- Having satisfied the above criteria, the transaction results in a change in control, in terms of the percentage of shares or voting rights, over an asset or undertaking from 25% or less to greater than 25%, or from 50% or less to greater than 50%.
Submitting the notification
Under section 10, parties to a notifiable transaction must generally file a notification with the minister at least ten calendar days prior to the planned date of completion. Key details regarding the relevant investment must be included in the notification, including:
- The identities of the parties involved,
- The ownership structure of the parties to the transaction,
- The approximate value of the transaction,
- Information on the products, services, and business operations of the parties to the transaction,
- The nature of the economic activities carried out in the State by the parties,
- The funding of the transaction and its source, and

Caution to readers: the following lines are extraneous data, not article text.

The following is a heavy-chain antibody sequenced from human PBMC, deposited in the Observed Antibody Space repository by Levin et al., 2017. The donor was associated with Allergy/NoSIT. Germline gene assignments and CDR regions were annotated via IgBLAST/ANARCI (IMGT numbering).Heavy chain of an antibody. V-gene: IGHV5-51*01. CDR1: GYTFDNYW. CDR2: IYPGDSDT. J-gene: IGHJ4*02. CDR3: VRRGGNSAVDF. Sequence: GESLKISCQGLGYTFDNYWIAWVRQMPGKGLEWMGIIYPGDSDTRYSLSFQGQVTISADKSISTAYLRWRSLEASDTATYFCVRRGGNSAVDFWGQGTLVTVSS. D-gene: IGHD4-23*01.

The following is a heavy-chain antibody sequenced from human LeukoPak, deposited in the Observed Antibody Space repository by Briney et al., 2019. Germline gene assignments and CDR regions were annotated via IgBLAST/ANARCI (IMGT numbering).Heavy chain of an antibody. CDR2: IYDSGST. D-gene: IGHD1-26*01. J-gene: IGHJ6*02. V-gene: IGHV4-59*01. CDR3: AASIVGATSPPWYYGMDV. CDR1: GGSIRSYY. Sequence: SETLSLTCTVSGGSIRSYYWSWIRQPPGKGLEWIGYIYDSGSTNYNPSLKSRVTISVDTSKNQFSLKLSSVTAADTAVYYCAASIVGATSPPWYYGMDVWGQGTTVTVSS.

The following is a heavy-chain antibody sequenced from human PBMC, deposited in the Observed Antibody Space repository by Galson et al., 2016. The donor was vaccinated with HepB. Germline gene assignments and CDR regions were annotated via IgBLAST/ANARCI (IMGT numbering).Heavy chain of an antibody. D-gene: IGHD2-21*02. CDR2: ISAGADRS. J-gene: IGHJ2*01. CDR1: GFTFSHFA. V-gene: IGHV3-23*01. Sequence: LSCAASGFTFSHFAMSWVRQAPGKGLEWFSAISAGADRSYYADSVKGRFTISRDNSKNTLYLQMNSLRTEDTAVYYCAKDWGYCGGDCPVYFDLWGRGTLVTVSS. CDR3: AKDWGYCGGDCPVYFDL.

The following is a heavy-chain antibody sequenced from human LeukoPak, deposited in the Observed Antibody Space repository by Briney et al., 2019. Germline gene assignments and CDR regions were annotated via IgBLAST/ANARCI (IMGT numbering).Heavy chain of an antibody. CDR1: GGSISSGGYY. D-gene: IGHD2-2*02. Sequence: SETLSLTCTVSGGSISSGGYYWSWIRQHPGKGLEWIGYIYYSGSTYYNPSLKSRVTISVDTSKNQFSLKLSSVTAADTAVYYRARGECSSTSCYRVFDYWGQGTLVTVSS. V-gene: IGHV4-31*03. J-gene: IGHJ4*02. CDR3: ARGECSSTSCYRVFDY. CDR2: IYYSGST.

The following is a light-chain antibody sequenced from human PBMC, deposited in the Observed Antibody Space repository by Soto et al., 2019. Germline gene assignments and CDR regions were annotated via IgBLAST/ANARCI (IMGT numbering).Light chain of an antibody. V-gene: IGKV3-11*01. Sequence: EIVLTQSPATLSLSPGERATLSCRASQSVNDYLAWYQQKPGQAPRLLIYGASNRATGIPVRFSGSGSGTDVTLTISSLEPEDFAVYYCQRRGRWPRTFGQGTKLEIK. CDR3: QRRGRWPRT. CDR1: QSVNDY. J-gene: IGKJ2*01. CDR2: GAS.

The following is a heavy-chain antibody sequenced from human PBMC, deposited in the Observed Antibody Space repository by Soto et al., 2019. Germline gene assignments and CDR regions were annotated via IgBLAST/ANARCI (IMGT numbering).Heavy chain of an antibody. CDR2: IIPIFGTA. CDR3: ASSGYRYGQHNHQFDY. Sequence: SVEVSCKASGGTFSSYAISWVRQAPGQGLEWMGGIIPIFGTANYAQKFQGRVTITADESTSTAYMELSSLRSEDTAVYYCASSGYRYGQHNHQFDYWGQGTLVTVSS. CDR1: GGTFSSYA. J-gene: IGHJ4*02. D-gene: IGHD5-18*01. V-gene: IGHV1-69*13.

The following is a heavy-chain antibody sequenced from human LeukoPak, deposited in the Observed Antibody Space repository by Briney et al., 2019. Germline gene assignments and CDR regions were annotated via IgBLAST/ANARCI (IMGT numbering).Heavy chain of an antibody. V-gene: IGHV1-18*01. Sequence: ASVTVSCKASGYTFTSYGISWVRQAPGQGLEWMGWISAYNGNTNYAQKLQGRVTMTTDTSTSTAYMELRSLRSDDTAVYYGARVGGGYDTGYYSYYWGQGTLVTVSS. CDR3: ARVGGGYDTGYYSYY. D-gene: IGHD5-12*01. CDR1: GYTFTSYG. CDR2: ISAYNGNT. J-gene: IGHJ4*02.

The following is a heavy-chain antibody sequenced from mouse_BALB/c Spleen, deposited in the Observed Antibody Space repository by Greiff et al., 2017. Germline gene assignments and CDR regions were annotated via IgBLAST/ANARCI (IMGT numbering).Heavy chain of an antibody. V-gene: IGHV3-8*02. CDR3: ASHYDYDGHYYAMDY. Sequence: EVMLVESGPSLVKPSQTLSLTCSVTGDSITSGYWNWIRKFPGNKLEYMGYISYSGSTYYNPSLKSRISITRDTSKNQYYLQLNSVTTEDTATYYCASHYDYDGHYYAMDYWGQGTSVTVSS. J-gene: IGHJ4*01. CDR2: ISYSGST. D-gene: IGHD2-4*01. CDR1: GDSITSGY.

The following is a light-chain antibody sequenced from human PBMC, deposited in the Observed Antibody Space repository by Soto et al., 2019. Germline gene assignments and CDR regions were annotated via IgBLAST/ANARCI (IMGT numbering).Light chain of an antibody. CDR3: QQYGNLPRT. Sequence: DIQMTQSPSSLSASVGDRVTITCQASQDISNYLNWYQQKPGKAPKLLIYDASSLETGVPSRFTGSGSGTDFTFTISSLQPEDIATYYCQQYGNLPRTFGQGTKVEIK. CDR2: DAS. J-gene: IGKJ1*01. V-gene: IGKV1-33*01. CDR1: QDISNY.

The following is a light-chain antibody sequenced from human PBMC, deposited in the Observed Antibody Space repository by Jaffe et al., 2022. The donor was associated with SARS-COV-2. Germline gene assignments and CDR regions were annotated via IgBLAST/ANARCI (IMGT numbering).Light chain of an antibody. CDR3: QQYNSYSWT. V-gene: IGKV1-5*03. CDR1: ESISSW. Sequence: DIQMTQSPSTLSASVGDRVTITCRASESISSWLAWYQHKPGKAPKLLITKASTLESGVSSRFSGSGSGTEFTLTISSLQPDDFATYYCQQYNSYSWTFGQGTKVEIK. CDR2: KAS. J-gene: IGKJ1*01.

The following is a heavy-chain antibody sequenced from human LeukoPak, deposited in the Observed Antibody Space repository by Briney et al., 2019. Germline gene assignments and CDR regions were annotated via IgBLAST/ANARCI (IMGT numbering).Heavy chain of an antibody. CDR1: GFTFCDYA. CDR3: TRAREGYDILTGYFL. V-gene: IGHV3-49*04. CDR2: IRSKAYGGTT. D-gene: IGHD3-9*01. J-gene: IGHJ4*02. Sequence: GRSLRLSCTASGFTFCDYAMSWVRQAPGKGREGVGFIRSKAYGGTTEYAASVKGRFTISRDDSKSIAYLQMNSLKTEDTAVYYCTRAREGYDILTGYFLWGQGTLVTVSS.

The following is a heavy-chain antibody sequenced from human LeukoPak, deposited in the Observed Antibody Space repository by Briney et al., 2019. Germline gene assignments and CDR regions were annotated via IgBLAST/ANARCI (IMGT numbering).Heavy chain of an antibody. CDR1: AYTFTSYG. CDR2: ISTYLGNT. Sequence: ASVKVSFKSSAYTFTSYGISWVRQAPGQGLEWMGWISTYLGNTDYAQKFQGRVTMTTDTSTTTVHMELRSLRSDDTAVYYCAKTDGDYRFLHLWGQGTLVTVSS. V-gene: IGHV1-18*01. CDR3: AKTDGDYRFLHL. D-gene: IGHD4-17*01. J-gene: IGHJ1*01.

- Details of any sanctions imposed on the parties to the transaction by the EU.
While all parties to a particular investment have a notification obligation, section 11 of the bill establishes a procedure for one party, upon agreement with the remaining party(ies), to make the necessary notification to the minister, resulting in deemed compliance by the remaining party(ies) with their respective statutory obligation(s).
Section 12 of the bill allows the minister to ‘call-in’ for review non-notified transactions that affect the security or public order of the State, either for up to five years after the date on which the transaction is completed, or for up to six months after he/she becomes aware of the transaction (whichever is the later).